Data from NASAs Terra satellite is adding to our understanding of how pollution spreads around the globe. The information will help scientists protect and understand the Earth.
Pollution Outflow from Spring 2003 Fires in Siberia
In the spring of 2003 there were large numbers of fires in Siberia, especially in the Baikal region. These were detected by the MODIS instrument on the Terra satellite (top). This graphic shows the number of fires detected during the month of May, 2003. These fires produced large amounts of fine carbon aerosol which spread out over the Pacific Ocean (center). The suspended particles, also detected by MODIS, only last for a few days. The MOPITT instrument on the Terra satellite measures carbon monoxide gas (CO). CO was also produced by the fires (bottom). This pollutant can last for over a month. The longer lifetime allows the gas to cross the Pacific Ocean and reduce air quality over North America before continuing on around the globe. Credit: David Edwards, NCAR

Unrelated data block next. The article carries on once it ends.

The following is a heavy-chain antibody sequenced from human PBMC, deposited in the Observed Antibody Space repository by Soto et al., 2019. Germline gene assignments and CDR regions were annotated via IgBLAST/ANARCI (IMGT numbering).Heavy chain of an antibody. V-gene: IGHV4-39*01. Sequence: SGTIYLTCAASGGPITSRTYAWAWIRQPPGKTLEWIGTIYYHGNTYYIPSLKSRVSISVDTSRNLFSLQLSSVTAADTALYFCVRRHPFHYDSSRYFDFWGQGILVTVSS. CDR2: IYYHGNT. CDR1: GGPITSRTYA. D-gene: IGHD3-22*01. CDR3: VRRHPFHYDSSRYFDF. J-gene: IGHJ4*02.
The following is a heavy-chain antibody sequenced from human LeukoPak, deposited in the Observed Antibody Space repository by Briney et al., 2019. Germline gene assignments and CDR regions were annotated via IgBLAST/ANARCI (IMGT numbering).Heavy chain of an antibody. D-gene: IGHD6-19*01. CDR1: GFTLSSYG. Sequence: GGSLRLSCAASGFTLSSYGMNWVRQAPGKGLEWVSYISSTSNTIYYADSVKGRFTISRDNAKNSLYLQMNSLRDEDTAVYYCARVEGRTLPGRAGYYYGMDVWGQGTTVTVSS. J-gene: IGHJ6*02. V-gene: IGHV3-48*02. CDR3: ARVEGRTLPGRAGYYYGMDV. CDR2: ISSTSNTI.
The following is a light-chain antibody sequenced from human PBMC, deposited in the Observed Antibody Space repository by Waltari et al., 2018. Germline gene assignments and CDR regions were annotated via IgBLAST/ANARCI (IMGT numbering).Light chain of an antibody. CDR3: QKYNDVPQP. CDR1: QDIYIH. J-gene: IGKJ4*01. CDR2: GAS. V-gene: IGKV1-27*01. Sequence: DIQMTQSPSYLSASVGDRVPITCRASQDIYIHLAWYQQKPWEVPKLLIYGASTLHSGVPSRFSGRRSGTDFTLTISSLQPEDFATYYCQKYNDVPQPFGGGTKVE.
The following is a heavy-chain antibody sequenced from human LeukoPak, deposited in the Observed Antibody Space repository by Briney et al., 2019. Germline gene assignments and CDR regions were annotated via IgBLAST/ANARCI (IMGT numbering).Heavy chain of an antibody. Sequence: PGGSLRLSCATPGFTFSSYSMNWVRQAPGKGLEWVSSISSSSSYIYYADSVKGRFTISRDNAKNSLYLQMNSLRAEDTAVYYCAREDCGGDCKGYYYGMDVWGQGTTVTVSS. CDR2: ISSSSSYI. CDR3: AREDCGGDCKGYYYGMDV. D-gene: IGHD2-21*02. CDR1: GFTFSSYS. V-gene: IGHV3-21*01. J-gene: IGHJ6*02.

NASA funded scientists from the National Center for Atmospheric Research (NCAR), Boulder, Colo., will present two studies focusing on global air pollution. Their presentations are part of the 2004 Joint Assembly of the American and Canadian Geophysical Unions.
David Edwards will discuss "Observations of Carbon Monoxide and Aerosol from the Terra Satellite: Northern Hemisphere Variability," on Thursday at 8:45 a.m. EDT in room 520D of the Palais des Congrès, Montreal. Cathy Clerbaux will discuss, "Tracking of Pollution Plumes Using Measurements of Pollution in the Troposphere (MOPITT) Measurements," at 9:30 a.m. EDT.
Gretchen Cook-Anderson | GSFC
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